The trainers at the programme are seasoned journalists from across the industry. They include Insiya Syed, a freelance photographer for Reuters and Getty Images, Wajid Ali Syed, the US bureau chief for Geo News, journalist and researcher Zia Rehman and SIE General Secretary Farah Kamal, among others.

Each trainer has a different skill they impart to their students; subtle nuances that can only be learned on the job. Wajid told them the importance of emphasising the correct words while going on air to make an impact. Insiya told them never to edit documentary photographs and to make sure they had permission before taking anyone’s picture.

“I’m teaching them how to observe their surroundings,” she said. “As long as they take away even a fraction of what I’m teaching them, I’ll be satisfied,” she added.

“We want to get coverage for areas that are less reported on,” explained Abid. She said the mainstream media often reports on these areas through a particular lens. “Social media could be the leading point for many media organisations,” she said, adding that this ensures that no stories are left uncovered.

Insiya said they want the students to write stories on issues that are pertinent to their areas. We also want to teach them the ethics of journalism, she explained, adding that they want to inculcate the idea that their stories or photographs will not be as well-received without proper attribution and facts. This is difficult, she said, because even seasoned journalists do not follow these ethics.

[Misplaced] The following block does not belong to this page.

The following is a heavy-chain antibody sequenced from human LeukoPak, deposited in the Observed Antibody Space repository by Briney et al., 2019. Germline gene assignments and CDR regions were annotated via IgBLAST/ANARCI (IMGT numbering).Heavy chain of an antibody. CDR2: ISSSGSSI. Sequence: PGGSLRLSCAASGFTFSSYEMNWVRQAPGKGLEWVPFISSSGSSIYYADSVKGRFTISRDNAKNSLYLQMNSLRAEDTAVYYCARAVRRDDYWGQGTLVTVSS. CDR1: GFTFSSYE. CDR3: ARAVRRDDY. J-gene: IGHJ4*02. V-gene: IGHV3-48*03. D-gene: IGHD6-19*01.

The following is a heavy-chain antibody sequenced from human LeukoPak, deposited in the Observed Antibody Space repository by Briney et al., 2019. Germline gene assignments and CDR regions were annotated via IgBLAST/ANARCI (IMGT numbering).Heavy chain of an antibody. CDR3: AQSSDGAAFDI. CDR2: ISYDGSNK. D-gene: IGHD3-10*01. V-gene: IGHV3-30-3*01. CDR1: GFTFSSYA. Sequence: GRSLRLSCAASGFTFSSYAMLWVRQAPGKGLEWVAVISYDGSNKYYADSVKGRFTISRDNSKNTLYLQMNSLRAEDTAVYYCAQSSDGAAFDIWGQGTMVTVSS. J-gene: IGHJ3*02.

Kamal, who developed the citizen journalism programme, said there is a lot of information available due to the availability and use of smart phones. “We can all contribute in a more responsible way,” she said, adding that she wants these young individuals to be able to spread information about their neighbourhoods. “They say no one tells our stories and no reporters come to our neighbourhoods, so this programme is a chance for them to be the spokespersons of their areas,” she explained.

“News isn’t always bad. There was a very poor girl from one of these neighbourhoods who received a scholarship to study in Australia but the mainstream media has been silent about it. That girl could be a motivation for everyone but no one has told her story,” she said. These youngsters already have the tools; we just want them to stop posting cat pictures and instead contribute something useful, added Kamal.

“Even if they go to these neighbourhoods, reporters don’t own these areas. These kids do,” she said. We want to create a civic sense amongst them and give them an opportunity to tell their own stories.
The rise of social media has made citizen journalism very relevant, said Kamal Siddiqi, director of the Institute of Business Administration’s Centre for Excellence in Journalism. “You don’t necessarily have to be a journalist to report on something,” he said, adding that citizen journalism ensures the spread of stories that don’t find a space in mainstream media. He said the students will use social media to share their stories, which, if they are good, will definitely be picked up by the mainstream media. “You can’t stop a good story,” he said. –Courtesy The Express Tribune